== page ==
Alternatives to Terra Cotta Roof Tiles


Terra cotta roof tiles are made from natural clay that has been fired in a kiln to remove moisture. They are known for their distinctive red coloring, and are often found on Mediterranean and Spanish style homes. While terra cotta tiles are a popular choice for mild climates, they are rarely used in areas that experience freezing temperatures. This is because clay tiles tend to freeze and crack in the winter, which can eventually cause the roof to fail. Fortunately there are many alternatives to terra cotta roof tiles that can be used in a wider variety of applications.


  • If you like the shape and style of terra cotta roof tiles but want a more durable and economical alternative, consider installing concrete roof tiles. Made from Portland cement, sand and water, these tiles cost roughly half as much as similar clay units. They also weigh less, and place less stress on roof framing and structural supports. Like terra cotta, concrete tiles are highly resistant to fire and moisture, but are also incredibly durable in all kinds of climates and temperatures. Concrete roofing is available in many different textures and colors, and can take the traditional "C" shape of terra cotta tiles or a flatter "S" shape to create a whole new look.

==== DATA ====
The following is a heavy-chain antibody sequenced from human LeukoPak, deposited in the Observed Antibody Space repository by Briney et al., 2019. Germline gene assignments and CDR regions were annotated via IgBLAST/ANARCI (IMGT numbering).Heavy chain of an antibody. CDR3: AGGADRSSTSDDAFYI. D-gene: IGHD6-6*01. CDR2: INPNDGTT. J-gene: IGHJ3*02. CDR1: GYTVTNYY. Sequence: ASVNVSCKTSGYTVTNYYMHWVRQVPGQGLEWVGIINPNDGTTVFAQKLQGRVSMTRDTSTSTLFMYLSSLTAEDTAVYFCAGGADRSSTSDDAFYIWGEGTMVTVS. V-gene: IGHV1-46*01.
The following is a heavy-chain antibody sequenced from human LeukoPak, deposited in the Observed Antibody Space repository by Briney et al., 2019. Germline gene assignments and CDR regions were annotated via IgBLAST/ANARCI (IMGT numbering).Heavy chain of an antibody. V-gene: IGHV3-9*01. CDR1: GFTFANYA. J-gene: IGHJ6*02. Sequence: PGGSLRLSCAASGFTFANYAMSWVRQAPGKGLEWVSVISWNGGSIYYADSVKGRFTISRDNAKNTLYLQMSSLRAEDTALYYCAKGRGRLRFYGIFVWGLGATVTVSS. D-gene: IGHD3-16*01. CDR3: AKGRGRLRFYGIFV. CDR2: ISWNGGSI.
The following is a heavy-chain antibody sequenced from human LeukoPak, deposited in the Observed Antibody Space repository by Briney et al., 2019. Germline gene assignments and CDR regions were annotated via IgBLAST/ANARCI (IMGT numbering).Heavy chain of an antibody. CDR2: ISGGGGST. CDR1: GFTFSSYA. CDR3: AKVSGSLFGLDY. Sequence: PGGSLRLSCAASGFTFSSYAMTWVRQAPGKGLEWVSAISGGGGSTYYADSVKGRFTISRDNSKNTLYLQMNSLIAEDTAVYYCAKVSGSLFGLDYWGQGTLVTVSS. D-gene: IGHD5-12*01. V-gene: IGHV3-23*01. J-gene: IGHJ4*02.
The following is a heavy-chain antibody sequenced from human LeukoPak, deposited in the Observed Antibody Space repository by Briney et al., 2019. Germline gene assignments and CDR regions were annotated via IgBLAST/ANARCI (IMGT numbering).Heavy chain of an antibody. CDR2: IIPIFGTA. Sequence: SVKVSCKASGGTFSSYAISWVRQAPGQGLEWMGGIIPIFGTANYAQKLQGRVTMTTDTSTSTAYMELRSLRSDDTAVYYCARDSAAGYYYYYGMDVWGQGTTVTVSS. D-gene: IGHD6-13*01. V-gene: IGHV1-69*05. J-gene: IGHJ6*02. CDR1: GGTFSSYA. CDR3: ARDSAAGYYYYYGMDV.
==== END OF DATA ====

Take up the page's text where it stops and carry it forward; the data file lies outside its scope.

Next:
• Slate tiles are made from natural stone, and are a good choice for those who like the low maintenance and strength of terra cotta, but may prefer a different color or finish. While slate roofing is similar in price to clay, it is also more versatile and strong. Slate will not crack when exposed to cold temperatures, and is unlikely to suffer damage due to wind or other elements. It also lasts for decades with little to no maintenance, and is available in tile or panel forms. Slate is known for its rich natural beauty and distinctive appearance. While it is usually gray in color, it can also be found in shades of deep blue, green, tan or black.


  • Metal roofing tiles or panels tend to be more affordable than terra cotta, and can be used on both steep and low-sloped roofs. These roofs are effective in any climate, and weigh much less than other roof tiles. They are also one of the few roofing tile products that can be self-installed by the average homeowner, which can greatly reduce the cost of new roofing. Metal roofs are usually made from steel or aluminum, both of which can be painted or embossed to create the desired finish. Copper roofs are another popular option, and are typically left unfinished to reveal the rich natural beauty and patina of the copper.

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